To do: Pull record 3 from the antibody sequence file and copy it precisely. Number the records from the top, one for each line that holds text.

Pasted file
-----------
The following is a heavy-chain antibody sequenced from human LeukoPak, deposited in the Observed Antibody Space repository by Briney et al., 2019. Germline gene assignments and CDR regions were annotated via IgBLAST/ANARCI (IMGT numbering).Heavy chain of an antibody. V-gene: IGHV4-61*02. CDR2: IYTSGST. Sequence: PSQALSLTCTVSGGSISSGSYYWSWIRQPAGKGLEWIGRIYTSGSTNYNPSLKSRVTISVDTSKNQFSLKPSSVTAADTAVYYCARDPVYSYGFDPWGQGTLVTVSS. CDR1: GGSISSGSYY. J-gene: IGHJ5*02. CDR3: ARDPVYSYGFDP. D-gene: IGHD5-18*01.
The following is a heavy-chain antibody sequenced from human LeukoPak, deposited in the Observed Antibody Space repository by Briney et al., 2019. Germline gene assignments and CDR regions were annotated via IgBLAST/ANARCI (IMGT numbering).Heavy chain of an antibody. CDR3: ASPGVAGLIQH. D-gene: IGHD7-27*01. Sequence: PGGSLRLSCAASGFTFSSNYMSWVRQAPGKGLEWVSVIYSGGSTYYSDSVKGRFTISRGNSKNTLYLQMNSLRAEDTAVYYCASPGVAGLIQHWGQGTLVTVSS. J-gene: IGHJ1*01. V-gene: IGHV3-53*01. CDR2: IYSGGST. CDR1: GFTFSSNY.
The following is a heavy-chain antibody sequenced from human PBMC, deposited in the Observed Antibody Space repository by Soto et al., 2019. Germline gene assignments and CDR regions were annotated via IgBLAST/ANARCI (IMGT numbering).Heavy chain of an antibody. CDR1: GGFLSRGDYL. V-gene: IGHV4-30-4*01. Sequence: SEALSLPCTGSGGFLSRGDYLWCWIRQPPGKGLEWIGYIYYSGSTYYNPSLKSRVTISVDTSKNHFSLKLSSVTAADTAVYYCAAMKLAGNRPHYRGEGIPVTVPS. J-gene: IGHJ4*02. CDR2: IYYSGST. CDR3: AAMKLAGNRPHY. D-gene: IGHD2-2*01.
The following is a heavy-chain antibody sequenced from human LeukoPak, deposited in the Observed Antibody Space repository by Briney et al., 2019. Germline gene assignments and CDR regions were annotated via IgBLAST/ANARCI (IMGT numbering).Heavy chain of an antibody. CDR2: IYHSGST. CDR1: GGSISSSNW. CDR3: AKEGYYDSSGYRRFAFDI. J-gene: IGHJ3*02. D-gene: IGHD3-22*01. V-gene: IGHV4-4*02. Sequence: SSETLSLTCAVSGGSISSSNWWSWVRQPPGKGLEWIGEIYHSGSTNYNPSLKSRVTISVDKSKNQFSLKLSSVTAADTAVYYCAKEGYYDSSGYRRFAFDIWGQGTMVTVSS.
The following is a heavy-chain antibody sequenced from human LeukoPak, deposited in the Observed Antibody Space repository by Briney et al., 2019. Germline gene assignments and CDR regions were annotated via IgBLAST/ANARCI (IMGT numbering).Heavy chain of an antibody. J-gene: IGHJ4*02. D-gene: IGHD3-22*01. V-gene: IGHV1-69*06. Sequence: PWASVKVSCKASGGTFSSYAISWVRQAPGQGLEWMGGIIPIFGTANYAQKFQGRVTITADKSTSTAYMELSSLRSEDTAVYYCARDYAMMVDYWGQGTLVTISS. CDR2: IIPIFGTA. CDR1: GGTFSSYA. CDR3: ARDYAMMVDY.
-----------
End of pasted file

The following is a heavy-chain antibody sequenced from human PBMC, deposited in the Observed Antibody Space repository by Soto et al., 2019. Germline gene assignments and CDR regions were annotated via IgBLAST/ANARCI (IMGT numbering).Heavy chain of an antibody. CDR1: GGFLSRGDYL. V-gene: IGHV4-30-4*01. Sequence: SEALSLPCTGSGGFLSRGDYLWCWIRQPPGKGLEWIGYIYYSGSTYYNPSLKSRVTISVDTSKNHFSLKLSSVTAADTAVYYCAAMKLAGNRPHYRGEGIPVTVPS. J-gene: IGHJ4*02. CDR2: IYYSGST. CDR3: AAMKLAGNRPHY. D-gene: IGHD2-2*01.